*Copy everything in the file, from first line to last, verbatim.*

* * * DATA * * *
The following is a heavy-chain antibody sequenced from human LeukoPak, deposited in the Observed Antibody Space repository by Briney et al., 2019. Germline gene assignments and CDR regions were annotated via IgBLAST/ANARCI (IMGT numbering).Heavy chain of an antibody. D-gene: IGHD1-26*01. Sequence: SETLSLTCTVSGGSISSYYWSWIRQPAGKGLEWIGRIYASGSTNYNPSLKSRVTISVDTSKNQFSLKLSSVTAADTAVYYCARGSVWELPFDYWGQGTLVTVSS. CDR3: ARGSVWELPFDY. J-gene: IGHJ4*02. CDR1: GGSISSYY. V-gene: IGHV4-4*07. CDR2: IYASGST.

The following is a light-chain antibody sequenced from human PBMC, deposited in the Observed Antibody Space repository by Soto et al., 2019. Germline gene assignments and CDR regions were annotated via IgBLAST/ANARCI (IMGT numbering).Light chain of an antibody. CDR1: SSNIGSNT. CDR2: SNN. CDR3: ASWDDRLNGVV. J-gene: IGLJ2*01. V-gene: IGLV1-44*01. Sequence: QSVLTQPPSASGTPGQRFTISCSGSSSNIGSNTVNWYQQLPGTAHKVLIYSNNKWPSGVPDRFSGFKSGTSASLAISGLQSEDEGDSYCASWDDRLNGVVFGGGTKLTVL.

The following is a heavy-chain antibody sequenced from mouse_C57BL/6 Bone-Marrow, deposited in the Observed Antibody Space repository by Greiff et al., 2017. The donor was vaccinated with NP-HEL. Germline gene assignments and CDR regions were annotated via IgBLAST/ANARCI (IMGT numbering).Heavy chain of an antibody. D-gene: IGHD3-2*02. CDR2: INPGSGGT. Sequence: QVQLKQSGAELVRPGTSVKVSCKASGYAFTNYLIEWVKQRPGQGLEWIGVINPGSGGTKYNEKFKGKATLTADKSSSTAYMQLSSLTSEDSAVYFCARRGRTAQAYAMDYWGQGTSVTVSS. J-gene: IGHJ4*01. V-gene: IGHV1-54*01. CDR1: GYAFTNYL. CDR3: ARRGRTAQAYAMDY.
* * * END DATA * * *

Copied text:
The following is a heavy-chain antibody sequenced from human LeukoPak, deposited in the Observed Antibody Space repository by Briney et al., 2019. Germline gene assignments and CDR regions were annotated via IgBLAST/ANARCI (IMGT numbering).Heavy chain of an antibody. D-gene: IGHD1-26*01. Sequence: SETLSLTCTVSGGSISSYYWSWIRQPAGKGLEWIGRIYASGSTNYNPSLKSRVTISVDTSKNQFSLKLSSVTAADTAVYYCARGSVWELPFDYWGQGTLVTVSS. CDR3: ARGSVWELPFDY. J-gene: IGHJ4*02. CDR1: GGSISSYY. V-gene: IGHV4-4*07. CDR2: IYASGST.

The following is a light-chain antibody sequenced from human PBMC, deposited in the Observed Antibody Space repository by Soto et al., 2019. Germline gene assignments and CDR regions were annotated via IgBLAST/ANARCI (IMGT numbering).Light chain of an antibody. CDR1: SSNIGSNT. CDR2: SNN. CDR3: ASWDDRLNGVV. J-gene: IGLJ2*01. V-gene: IGLV1-44*01. Sequence: QSVLTQPPSASGTPGQRFTISCSGSSSNIGSNTVNWYQQLPGTAHKVLIYSNNKWPSGVPDRFSGFKSGTSASLAISGLQSEDEGDSYCASWDDRLNGVVFGGGTKLTVL.

The following is a heavy-chain antibody sequenced from mouse_C57BL/6 Bone-Marrow, deposited in the Observed Antibody Space repository by Greiff et al., 2017. The donor was vaccinated with NP-HEL. Germline gene assignments and CDR regions were annotated via IgBLAST/ANARCI (IMGT numbering).Heavy chain of an antibody. D-gene: IGHD3-2*02. CDR2: INPGSGGT. Sequence: QVQLKQSGAELVRPGTSVKVSCKASGYAFTNYLIEWVKQRPGQGLEWIGVINPGSGGTKYNEKFKGKATLTADKSSSTAYMQLSSLTSEDSAVYFCARRGRTAQAYAMDYWGQGTSVTVSS. J-gene: IGHJ4*01. V-gene: IGHV1-54*01. CDR1: GYAFTNYL. CDR3: ARRGRTAQAYAMDY.